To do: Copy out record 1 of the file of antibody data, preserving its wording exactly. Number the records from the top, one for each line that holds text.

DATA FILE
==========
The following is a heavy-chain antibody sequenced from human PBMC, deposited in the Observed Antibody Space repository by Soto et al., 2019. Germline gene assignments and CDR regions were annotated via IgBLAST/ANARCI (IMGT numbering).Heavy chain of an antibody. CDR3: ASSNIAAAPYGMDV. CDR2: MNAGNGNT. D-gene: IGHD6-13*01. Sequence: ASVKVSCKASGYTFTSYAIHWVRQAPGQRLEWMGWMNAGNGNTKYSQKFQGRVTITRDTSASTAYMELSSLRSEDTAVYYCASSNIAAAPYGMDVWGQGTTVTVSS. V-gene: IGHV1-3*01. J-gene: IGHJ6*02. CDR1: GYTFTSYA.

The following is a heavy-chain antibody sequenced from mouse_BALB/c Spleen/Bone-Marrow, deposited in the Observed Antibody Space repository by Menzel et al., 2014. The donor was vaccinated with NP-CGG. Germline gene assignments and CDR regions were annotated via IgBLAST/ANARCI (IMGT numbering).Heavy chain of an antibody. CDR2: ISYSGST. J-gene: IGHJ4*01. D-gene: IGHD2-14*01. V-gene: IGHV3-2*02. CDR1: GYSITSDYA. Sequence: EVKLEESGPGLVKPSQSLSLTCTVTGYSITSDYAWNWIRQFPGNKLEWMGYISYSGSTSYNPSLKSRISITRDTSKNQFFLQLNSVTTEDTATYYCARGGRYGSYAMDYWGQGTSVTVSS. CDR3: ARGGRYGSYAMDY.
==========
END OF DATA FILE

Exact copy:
The following is a heavy-chain antibody sequenced from human PBMC, deposited in the Observed Antibody Space repository by Soto et al., 2019. Germline gene assignments and CDR regions were annotated via IgBLAST/ANARCI (IMGT numbering).Heavy chain of an antibody. CDR3: ASSNIAAAPYGMDV. CDR2: MNAGNGNT. D-gene: IGHD6-13*01. Sequence: ASVKVSCKASGYTFTSYAIHWVRQAPGQRLEWMGWMNAGNGNTKYSQKFQGRVTITRDTSASTAYMELSSLRSEDTAVYYCASSNIAAAPYGMDVWGQGTTVTVSS. V-gene: IGHV1-3*01. J-gene: IGHJ6*02. CDR1: GYTFTSYA.